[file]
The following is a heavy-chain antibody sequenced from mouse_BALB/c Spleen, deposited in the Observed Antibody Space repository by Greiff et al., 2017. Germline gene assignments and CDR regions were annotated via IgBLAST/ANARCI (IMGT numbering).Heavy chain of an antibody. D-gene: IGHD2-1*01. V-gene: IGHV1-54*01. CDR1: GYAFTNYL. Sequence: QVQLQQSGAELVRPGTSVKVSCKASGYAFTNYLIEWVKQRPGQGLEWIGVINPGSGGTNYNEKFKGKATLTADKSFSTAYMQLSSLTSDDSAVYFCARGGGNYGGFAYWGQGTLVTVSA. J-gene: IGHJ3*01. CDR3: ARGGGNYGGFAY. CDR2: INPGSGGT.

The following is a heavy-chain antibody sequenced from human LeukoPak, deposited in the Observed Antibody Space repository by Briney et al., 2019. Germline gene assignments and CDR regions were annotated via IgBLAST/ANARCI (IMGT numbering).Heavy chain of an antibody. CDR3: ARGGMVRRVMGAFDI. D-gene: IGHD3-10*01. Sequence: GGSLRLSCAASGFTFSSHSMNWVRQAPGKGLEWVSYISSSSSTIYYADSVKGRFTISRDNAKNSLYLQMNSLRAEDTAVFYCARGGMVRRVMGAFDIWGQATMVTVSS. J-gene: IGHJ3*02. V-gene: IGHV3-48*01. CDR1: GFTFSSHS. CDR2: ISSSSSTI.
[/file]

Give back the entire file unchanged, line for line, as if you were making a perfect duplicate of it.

The following is a heavy-chain antibody sequenced from mouse_BALB/c Spleen, deposited in the Observed Antibody Space repository by Greiff et al., 2017. Germline gene assignments and CDR regions were annotated via IgBLAST/ANARCI (IMGT numbering).Heavy chain of an antibody. D-gene: IGHD2-1*01. V-gene: IGHV1-54*01. CDR1: GYAFTNYL. Sequence: QVQLQQSGAELVRPGTSVKVSCKASGYAFTNYLIEWVKQRPGQGLEWIGVINPGSGGTNYNEKFKGKATLTADKSFSTAYMQLSSLTSDDSAVYFCARGGGNYGGFAYWGQGTLVTVSA. J-gene: IGHJ3*01. CDR3: ARGGGNYGGFAY. CDR2: INPGSGGT.

The following is a heavy-chain antibody sequenced from human LeukoPak, deposited in the Observed Antibody Space repository by Briney et al., 2019. Germline gene assignments and CDR regions were annotated via IgBLAST/ANARCI (IMGT numbering).Heavy chain of an antibody. CDR3: ARGGMVRRVMGAFDI. D-gene: IGHD3-10*01. Sequence: GGSLRLSCAASGFTFSSHSMNWVRQAPGKGLEWVSYISSSSSTIYYADSVKGRFTISRDNAKNSLYLQMNSLRAEDTAVFYCARGGMVRRVMGAFDIWGQATMVTVSS. J-gene: IGHJ3*02. V-gene: IGHV3-48*01. CDR1: GFTFSSHS. CDR2: ISSSSSTI.